Soldiers Stones, St Michael's on Wyre

In the grounds of St Michael’s Church at St Michaels on Wyre are three ancient and peculiar grave stones. They are called ‘coped body stones’, of which two have a square head and the third has a rounded top. Local tradition says that the two square ones belong to a couple of Spanish sailors or soldiers whose vessel was stranded in the Wyre estuary in 1643 while arms-running to the Spanish Netherlands. Both Parliamentary and Cavalier factions raced to the site in order to extract the canons and musket that they might be used against the other in the civil war. It is said that the sailors were set at their liberty, but in times of war, and hostility to Catholics, they were unlikely to have fared well.

Two of them, reduced to vagrancy, are said to have been buried here, ‘near the yew tree in St Michael’s churchyard’. I find it hard to believe that a population beginning to feel the pangs and pains of war would have either the kindness or the economic power to provide several impressive gravestones for a couple of hapless foreigners, and papists at that. Indeed, similar gravestones I found at St Michael’s church at Cockerham; more Spanish sailors? Or just a local custom? I would like to think that Spanish seamen were indeed given decent burial- and ideally, food and clothing prior to this- but the civil war was raging in brutal, desperate times. Even the wicked kings of Judah ‘rested with their fathers’, which surely means interment in the family vault rather than a pleasant place in Sheol, awaiting Christ’s victory. It is a mark of respect to the great God that we bury with respect those who were made in His image, regardless of the lifestyles  and views held. In 14:20 of Isaiah's prophecy is the King of Babylon, who is previously associated with the fallen Lucifer, informed:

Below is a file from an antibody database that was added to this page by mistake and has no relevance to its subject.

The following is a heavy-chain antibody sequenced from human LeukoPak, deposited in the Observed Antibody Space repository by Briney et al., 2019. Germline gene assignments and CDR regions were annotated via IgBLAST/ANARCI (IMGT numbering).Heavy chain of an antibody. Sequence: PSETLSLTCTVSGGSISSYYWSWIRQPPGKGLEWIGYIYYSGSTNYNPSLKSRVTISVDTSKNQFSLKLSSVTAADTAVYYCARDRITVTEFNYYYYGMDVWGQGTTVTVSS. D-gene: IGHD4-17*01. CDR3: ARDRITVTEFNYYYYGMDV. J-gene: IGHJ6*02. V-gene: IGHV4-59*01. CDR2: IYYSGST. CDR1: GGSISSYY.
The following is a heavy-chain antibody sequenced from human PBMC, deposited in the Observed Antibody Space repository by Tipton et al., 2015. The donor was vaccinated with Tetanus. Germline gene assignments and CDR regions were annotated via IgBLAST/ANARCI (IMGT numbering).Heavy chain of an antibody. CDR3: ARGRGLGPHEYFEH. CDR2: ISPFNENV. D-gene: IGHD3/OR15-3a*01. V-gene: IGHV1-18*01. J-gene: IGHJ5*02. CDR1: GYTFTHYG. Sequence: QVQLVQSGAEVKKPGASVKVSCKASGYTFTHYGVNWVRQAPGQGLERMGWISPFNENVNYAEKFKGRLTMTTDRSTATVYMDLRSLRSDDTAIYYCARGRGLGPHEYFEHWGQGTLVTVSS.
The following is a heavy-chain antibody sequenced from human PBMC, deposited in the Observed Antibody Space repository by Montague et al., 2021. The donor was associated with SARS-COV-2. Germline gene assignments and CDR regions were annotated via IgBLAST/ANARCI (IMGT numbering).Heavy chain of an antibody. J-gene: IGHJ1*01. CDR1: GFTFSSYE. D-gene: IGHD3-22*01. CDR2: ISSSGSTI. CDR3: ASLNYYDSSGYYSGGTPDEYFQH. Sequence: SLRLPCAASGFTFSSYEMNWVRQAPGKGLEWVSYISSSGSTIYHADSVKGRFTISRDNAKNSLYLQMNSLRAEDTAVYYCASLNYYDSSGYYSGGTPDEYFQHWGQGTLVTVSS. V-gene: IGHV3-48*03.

You will not be joined with them in burial,

Because you have destroyed your land

And slain your people.

The unfortunate Spaniards who were set loose in Lancashire may have longed for the own, balmy shores, but I pray they heard the gospel which their own land certainly denied them. Respectable burial, even if it happened, is of no import. The grandeur of one’s tomb, the affectation of the eulogy, the volume of the funerary hymns- such things matter not. The issue is whether one accepted the gospel. When we this day remember soldiers, seamen and airmen of all nations who fell in wars, let us look forward to the conclusion of the age:

And many of those who sleep in the dust of the earth shall awake, Some to everlasting life, Some to shame and everlasting contempt. Daniel 12:2, NKJV.